My Q and A With Kat Duff on the Secrets of Our Sleep Lives

Kat Duff is the award-winning author ofand, which both set out to illuminate experiences often dismissed as private and off limits. In answer to my questions, she shared her insights on sleep in ancient cultures, changing attitudes toward sleep over time, and how (and especially how not) to wake someone up.
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Serene Black woman laying in bed
Serene Black woman laying in bed

Kat Duff is the award-winning author of The Alchemy of Illness and The Secret Life of Sleep, which both set out to illuminate experiences often dismissed as private and off limits. In answer to my questions, she shared her insights on sleep in ancient cultures, changing attitudes toward sleep over time, and how (and especially how not) to wake someone up.

The title of your book is The Secret Life of Sleep -- why do you believe our sleep lives have become "secret"? What inspired you to write the book?

I think of sleep as having a secret life in part because we are largely unaware of what occurs during that third of our lives, but also because the western scientific tradition ignored it for so long as irrelevant to our waking lives. But I've always loved to sleep, and even as a child noticed that it often changed me in unexpected ways. I would wake remembering things I'd forgotten the night before. The regrets, worries and fears that plagued me the night before seemed smaller in the morning. Dreams occasionally shifted the ways I saw people or thought about things. These experiences left me with a lifelong curiosity about what happens behind our closed eyes.

What are some examples that you think are especially profound in the way ancient societies treated sleep and its place in their culture?

While it's next to impossible to know for sure how ancient peoples regarded their sleep lives, the written records that remain, especially the medical and religious texts from India, China, Egypt, Greece and elsewhere, make it clear that sleep was regarded as an important part of life, one that sometimes offered experiences and teachings that could improve our waking lives and prepare us for dying. Dreams were studied for clues to medical problems and guidance for making big decisions. "One should consult one's bed," wrote the 5th century bishop Synesius of Cyrene, "as one would consult the oracle at Delphi."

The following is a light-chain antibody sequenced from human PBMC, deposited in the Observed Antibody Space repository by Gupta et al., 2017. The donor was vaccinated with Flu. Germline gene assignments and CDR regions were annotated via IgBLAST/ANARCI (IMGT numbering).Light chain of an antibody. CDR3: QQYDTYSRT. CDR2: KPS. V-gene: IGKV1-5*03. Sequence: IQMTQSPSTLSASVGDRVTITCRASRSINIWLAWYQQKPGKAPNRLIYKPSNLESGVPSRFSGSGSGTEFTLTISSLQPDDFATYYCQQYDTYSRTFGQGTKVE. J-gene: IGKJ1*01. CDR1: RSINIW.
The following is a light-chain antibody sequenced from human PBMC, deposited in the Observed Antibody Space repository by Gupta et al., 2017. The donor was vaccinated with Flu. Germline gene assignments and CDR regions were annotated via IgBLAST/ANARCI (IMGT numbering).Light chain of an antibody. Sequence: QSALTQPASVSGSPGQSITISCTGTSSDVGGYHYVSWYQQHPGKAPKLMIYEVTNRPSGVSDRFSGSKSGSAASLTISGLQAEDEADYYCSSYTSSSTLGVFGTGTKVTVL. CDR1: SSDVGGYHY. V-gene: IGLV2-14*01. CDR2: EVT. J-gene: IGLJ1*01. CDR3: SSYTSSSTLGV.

In some of the older Hindu, Buddhist, and Egyptian texts, sleep was viewed as a spiritual practice that prepares us for the shifts in consciousness required by death, especially the withdrawal from the outer world of objects and the inner world of thoughts and images. I was astonished to learn that deep, dreamless sleep was considered to be the highest state of consciousness in many of the oldest Buddhist, Hindu, Taoist and Sufi teachings. Growing up in the West, I had learned to assume that conscious awareness was not only the highest form of awareness, but the only one worth considering!

I love what you wrote about the Ashanti and the Maori. What are some other examples of sleep traditions and rituals from around the world?

One of my favorites is the simple admonition not to wake someone up abruptly. It's considered to be bad manners in many cultures for a variety of reasons. Some traditional peoples believe that our souls leave our bodies and travel about at night while we sleep. Waking someone up with a sharp cry (or alarm clock, for that matter) may not give that soul enough time to return to its body. As a result, the person wakes confused and disoriented, even angry. Contemporary scientists explain that an abrupt waking from deep sleep causes "sleep inertia," a drunken-like confusion and irritability. Whatever the explanation, many cultures encourage slow waking practices, especially for guests. Let them sleep until they wake on their own, or encourage them towards waking with a soft song, or letting in a little more light.

Another common tradition involves sleeping with others, be they children, partners, guests, other members of one's own sex, or animals. While the practice may have evolved for practical purposes of warmth, safety or limited space, I find it interesting that as people become wealthy and safe enough to sleep in their own rooms, many choose the company of pets. Many of the traditional Indian and Hispanic people I know, most of whom often sleep with at least one other family member, can't understand why white people invite their pets into their houses and beds. There seems to be a human need, whether biologically or culturally induced, to have the creature comfort of another being in bed with us -- even if it's replaced by a body pillow!